12Section A Overview: Bars 1 - 18 Begins very loud!Clarinets and flutes state 2 hexachords – Bar 1 = C#-D-E-F-G#-A in the clarinets and A-A#-B-C-E-G# in the flutesBuilds up to ff fanfare-like horn motif markedBassoon plays the clarinet hexachords from bar 1, the same as the horn motif from bar 8 but transposed up 4 semitones.Lots of hexachords are used throughout the piece.You are not expected to analyse all of these chords but you must be aware that they are used melodically and harmonically throughout and it is worth knowing a few examples.
13Section A Overview: Bars 1 – 18 Tempo and rhythm Marked Sehr Rasch – Very quick.Crotchet = bpmMainly made up of short triplet and sextuplet bursts.After the demisemiquaver hexachord burst, the tempo becomes slightly slower through the quiet horn passage.This leads to an expressive rubato clarinet line from bar 10.
14Section A Overview: Bars 1 – 18 Instrumentation and texture Tutti orchestra is used for the opening before they get to rest for a while.Brass dominates the texture until bar 8, where the woodwind takes over (low bassoons, bass clarinet ostinato and clarinet melody)Instruments drop in and out in quick succession with dovetailing, homophonic bursts.Loud hexachord texture thins out to solo clarinet line.
15Section A Overview: Bars 1 – 18 Pitch and Melody No sense of key – atonal and build on hexachordsHear the full pitch range of all the instrumentsClarinet melody is expressive and gentleAngular and dissonant, with leaps of a minor 9th and major 7th – intervals usually used to accentuate dissonance and create tension.
16Section A Overview: Bars 1 – 18 Dynamics Begins loudlyCrescendos to fff until dying away after bar5 to pp.Trumpets and trombones play muted.Mutes are used for sound quality, rather than to effect the dynamics, for which the mute was not originally designed.See next slide for a full score to see all the examples.
18Section B Overview: Bars 18-34 Tempo, Rhythm and Dynamics Tempo returns to original marking.Short note durations give the illusion that the tempo has increased more than it has.Section begins quietly with an immediate crescendoDynamics vary between instrumentsHaupstimme and Nebenstimme are always marked as f-fff.Dramatic and frequent dynamic changes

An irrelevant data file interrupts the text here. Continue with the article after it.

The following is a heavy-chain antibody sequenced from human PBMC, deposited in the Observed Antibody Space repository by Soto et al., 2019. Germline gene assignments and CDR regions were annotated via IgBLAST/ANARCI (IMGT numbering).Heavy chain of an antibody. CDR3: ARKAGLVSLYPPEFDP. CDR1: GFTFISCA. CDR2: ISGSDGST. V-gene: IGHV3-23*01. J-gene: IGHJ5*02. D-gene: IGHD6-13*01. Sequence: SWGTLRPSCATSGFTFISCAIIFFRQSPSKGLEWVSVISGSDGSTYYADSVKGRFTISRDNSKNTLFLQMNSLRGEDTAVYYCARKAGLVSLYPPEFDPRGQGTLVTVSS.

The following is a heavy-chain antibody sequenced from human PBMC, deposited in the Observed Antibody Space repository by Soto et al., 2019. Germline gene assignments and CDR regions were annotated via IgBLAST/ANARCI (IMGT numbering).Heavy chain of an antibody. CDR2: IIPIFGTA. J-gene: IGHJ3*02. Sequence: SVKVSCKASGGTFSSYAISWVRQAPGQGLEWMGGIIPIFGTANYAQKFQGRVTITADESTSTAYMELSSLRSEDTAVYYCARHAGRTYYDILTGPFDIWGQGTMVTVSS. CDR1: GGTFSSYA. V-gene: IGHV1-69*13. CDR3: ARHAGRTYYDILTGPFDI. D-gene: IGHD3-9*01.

19Section B Overview: Bars 18-34 Instrumentation and texture Full orchestra, but not all at once, except for climatic points i.e. Bars 30-34Even here, strings leave to woodwind and percussion to provide much of the power.Soft line written for violins and cello, which is almost inaudible but adds to the texture and timbre.Texture = Very polyphonic and complex
20Section B Overview: Bars 18-34 Pitch and melody Haupstimme snakes through most of the orchestraIn it bounces from one brass instrument to the next, demonstrating the klangfarbenmelodie idea.The Nebenstimme appears in this section, for its only appearance in the whole piece.Bar28(2) to Bar 31(1) = Trumpet 1Bar29 = flutes, piccolo and clarinet
21Section A’: Bars 35-43Marked by the string section rising from nothingFollowed by a flourish in the horns then a return to the hexachord from bar 8.Several instruments briefly disturb the horn chordSection is a brief rest from the turmoil of section BA menacing mood, rather than tranquill, giving the impression of more fireworks to come.
22Section C Overview: Bars 44-58 Bassoon take over the Haupstimme but immediately pass it on to the solo cello.Tempo = alternates between Ruhiger (calmer) and Heftig (passionate)Texture is much more sparse, focus is on overlapping instruments – Delicate us of the orchestra until the fff in bar53Dynamics range from pp (bar 44/45) to fff (bar 53-55), with individual instruments rising above others with individual crescendos.Bassoon - Cello
23Section A’’ Overview: Bars 59-66 Tempo, rhythm, instrumentation and texture Rhythmic motifs from the open bars return here i.e. Trumpet in bars 61-63Starting with clarinet and strings, instruments are introduced in quick succession (layering the rhythmic motif)Full orchestra used for climatic chord at bar 64
24Section A’’ Overview: Bars 59-66 Pitch, Melody and Dynamics. Material from the opening used and developed in this section.No voice is marked more important than the othersBar 64 chord (see previous slide) is a giant hexachord in all of the orchestra except Cor Anglais and Double Basses.Basses play an unrelated tremolo chord (very high). This sustains after the rest of the orchestra has finished to conclude the piece.Bar 50 = pp to Bar 64 = ff, immediately dying away to nothing but tremolo basses and pp horns.
25Key words Cor Anglais Opera Polyphonic Klangfarbenmelodie Hexachord Sehr RaschEndless MelodyTuttiNebenstimmeOstinatoHeftigHaupstimmeHomophonicTransposedSymphonyRondoDissonanceRuhigerMonophonicChromaticMutedAtonalTimbreRubato